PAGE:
Mexican Hairless Cats

mexican cats

If you are considering adding a cat to your family, you may want to consider the Mexican Hairless Cat. This type of cat has a unique appearance and responds well to a name with meaning. These cats are bred from a recessive gene and are found in many rainforests, deserts, and savannas.

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Aztec cats were the last of their kind

The Aztecs of Tenochtitlan were a culture that dominated central Mexico for nearly two centuries. Their empire covered Central and Latin America and extended as far as Honduras and Nicaragua. They practiced a wide variety of activities, from trade to taxation.

Animals played a part in their religion and were an important component of their culture. They were honored by the Aztecs and dedicated to their gods Tlaloc and Huitzilopochtli. Hundreds of animal species were collected and deposited in their capital, Tenochtitlan.

There were 60 ritual burials of animals between 1440 and 1520. Some of the most notable specimens found include jaguars, eagles, and pumas. Other creatures included lynxes, snakes, deer, fowls, and cats.

Aztec cats were a pet of Dr. Cecil French

There is no doubt that the Aztec cat was the coolest kitty of them all. It may have spawned a generation of hairless cats who have a unique set of coping skills. Not to mention a few ogling worthy humans who have taken to the cat business for good. For the record the aficionado is a proud member of a club with some of the most dedicated feline enthusiasts you’ll find. So, what is the next challenge? This is the most important question of the day, and it can be solved in one swoop. Luckily the aficionado is an all natural feline connoisseur, a task made easier thanks to a cat friendly home.

Aztec cats are a recessive gene

The Mexican hairless cat is a pseudo-breed whose name is a mouthful. Its ancestors can be traced back to the Aztecs, who bred hairless dogs as far back as 1300 AD. They were not to be confused with the Munchkin or Minskin cat varieties of the modern era.

Although not as ubiquitous as their kin, the Aztec cat does have a sibling in the form of the Sphynx. Unlike its long-haired cousin, Sphynx is often thought to be a chamois in the making, though it can be found in all colors of the cat spectrum. It is also worth noting that the hairless mutation is not restricted to the Mexican border.

Aztec cats thrive in the rainforests, deserts, and savannas

The Aztec cat is not a new breed. It was a breed that was imported from Mexico to New Mexico in the early 1700s. At the time, it was among the largest of its kind in the world. A well preserved specimen of the species still resides in a barn in New Mexico. As with all other species of the ilk, proper management and preservation of this little beauty is the key to its continued existence. Luckily, modern breeders have a knack for reproducing this rare species, or so it seems.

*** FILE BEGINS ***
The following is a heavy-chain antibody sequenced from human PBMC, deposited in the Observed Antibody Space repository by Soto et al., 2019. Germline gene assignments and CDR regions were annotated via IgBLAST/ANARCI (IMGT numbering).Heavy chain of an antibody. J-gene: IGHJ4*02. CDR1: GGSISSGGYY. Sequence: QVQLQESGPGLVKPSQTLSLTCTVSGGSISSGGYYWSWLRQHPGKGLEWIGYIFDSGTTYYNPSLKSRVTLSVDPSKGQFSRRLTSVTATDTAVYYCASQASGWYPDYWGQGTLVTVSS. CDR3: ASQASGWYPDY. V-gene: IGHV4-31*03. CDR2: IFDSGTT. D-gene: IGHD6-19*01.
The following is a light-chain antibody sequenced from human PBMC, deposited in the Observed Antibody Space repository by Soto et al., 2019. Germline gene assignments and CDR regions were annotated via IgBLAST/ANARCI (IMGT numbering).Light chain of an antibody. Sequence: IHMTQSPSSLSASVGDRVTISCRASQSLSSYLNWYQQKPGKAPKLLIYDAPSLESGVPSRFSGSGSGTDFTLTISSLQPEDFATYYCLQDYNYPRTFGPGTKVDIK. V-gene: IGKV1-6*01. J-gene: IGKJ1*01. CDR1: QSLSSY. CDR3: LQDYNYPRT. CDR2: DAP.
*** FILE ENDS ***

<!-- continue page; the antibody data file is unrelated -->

One of the most interesting aspects of the Aztec is its multilingual nature. Many people are surprised to find out that the majority of the inhabitants speak English. In fact, the lingo is so commonplace that the odd one out will sometimes go unspoken.

Aztec cats are represented on the modern show-bench by the Canadian Sphynx, the Donskoy Sphynx and the Peterbald

Hairless cats originated hundreds of years ago in the ancient Aztecs. They were believed to have died out during the early XIX century. It was not until a few years later that two hairless cats were brought to New Mexico by a couple. The breed was then fictionalized by Mr. Shinick.

After many years of research and selective breeding, the modern breed of Sphynx emerged. The first standard for the breed was proposed in 1992. In 2002, the CFA accepted the Sphynx into their Championship class.

The average life span of a Sphynx cat is about ten to seventeen years. However, some cats can live up to thirty years. Because of their hairless coat, the cat is susceptible to ringworm and eye infections. So, it is best to seek veterinary care if these problems arise.

Aztec cats respond well to a unique name with meaning

One of the many reasons I moved west was that my wife, a native New Mexican, was a cat fanatic. Aside from having her own dog she was always in the know about everything cat related. Not surprisingly, she had her eye on a few sexy felines. And who can blame her, they are cute. So it was no surprise that her favorite specimen was an octuple. Thankfully, she didn’t have to settle for the tetra tetra. As is to be expected with any sexy female, they have a few nip and tucks a plenty. This is not to say they don’t get on the same page though.